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Low cost, liquid exposure to cybersecurity sector

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When ETF Securities launched the ETFS ISE Cyber Security GO UCITS ETF (`ISPY’) in September 2015 it was the first ever cybersecurity ETF in Europe. It was also the latest example of ETF Securities’ commitment to delivering innovative products. ISPY is a smart beta ETF that tracks the ISE Cyber Security UCITS Index Total Net Return using a rules-based methodology developed by ISE ETF Ventures in partnership with ETF Securities. 

For inclusion in the index, each cybersecurity company must have a minimum USD100million market cap with an average daily turnover of at least USD1million. The `smart’ element involves using a growth factor to equally weight the index with a diversified range of global cybersecurity companies across industry sectors. Small-cap and mid-cap companies make up approximately 75 per cent of the index.

“One of the themes that we’ve been working on over the last few years is disruptive technology,” says Rahul Bhushan (pictured), Product Specialist at ETF Securities. “We’ve seen strong interest in ISPY since launch. ISE, our index provider, launched a similar product in the US in 2014 which at its peak had assets of USD1.4billion, and we wanted to be the first in Europe to provide similar exposure.”

“In early 2016, volatility that emanated from the global equity market spilled over into the cybersecurity sector, which led the index to post negative performance. We cautioned investors not to fall into the trap of thinking that the cybersecurity sector was weak. Our view is that this sector has significant growth potential,” adds Aneeka Gupta, Equity & Commodities Strategist, ETF Securities.

If one looks at the statistics, they support Gupta’s outlook. The number of cybersecurity firms is estimated to grow by 70 per cent between now and 2020 according to PwC research. Also, it is estimated that the cybersecurity sector will grow from USD107 billion to USD170 billion over the next five years.* 

“When we present ISPY to clients we want them to think about opportunity in 4 different ways. The first is event-driven capital appreciation. High profile cybersecurity attacks may cause short-term volatility in the markets. The ETF can be an effective vehicle for investors to benefit from the performance of cybersecurity stocks when high profile attacks occur,” explains Bhushan.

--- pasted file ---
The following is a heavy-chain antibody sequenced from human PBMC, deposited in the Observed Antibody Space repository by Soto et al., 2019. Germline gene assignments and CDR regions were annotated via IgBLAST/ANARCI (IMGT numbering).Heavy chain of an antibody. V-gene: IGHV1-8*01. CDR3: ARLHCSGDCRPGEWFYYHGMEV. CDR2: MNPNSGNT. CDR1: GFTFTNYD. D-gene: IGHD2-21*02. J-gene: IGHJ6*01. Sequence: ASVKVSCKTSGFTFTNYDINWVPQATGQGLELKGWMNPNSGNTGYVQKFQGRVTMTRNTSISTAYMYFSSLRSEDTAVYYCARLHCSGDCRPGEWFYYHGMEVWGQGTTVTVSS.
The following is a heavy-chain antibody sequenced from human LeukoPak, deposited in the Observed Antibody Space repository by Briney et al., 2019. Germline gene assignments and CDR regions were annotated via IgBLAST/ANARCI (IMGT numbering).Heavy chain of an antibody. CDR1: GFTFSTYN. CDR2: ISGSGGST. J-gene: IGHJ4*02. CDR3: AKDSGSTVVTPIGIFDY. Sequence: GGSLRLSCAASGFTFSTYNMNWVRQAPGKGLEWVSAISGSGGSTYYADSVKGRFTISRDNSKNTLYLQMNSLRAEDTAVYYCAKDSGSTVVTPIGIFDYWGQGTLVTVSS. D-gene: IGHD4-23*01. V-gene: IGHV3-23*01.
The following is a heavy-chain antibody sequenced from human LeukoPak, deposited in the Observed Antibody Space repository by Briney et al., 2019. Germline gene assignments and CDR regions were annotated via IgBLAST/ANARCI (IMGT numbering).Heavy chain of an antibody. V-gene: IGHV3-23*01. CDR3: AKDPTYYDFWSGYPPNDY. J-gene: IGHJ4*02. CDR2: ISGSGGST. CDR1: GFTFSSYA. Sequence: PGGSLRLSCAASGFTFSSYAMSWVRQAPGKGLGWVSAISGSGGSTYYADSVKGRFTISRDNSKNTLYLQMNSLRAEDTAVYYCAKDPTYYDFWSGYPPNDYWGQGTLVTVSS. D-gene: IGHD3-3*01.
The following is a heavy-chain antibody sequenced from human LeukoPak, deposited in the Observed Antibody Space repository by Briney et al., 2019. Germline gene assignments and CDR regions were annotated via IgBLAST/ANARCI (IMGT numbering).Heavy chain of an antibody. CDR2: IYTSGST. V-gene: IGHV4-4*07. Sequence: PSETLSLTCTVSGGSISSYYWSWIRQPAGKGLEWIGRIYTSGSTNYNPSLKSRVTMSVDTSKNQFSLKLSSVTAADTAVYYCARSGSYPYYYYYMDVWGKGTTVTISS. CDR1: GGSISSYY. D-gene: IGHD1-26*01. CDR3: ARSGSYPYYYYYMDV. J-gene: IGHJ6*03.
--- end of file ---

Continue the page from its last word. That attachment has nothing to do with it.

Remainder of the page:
The second is long-term capital appreciation. The companies in the index are by and large small- and mid-cap companies with strong growth prospects. 

“Third, ISPY offers high-growth diversification of existing investments. The majority of cybersecurity companies held by ISPY are not held by broad-based technology funds. As such ISPY may help investors in broad-based technology funds increase their overall portfolio diversification,” says Bhushan. “Finally, this is a burgeoning sector with high probability of M&A. When there is any offer made on constituents this may lead to a spike in the price and benefit the index. We saw this, for example, when FireEye acquired Mandiant Corp for USD1 billion in January 2014, causing its share price to climb by more than 30 per cent. Also, when Cisco Systems acquired Sourcefire for USD2.5 billion in October 2013, Sourcefire’s share price climbed 28 per cent.”

With cybersecurity now regarded as an integral part of the technology sector, this appears to be a good time for investors to build exposure into their portfolios, and benefit from the potential opportunity that cybersecurity presents. 


*Source:, Cyber Security Market By Solution – Global Forecast to 2020

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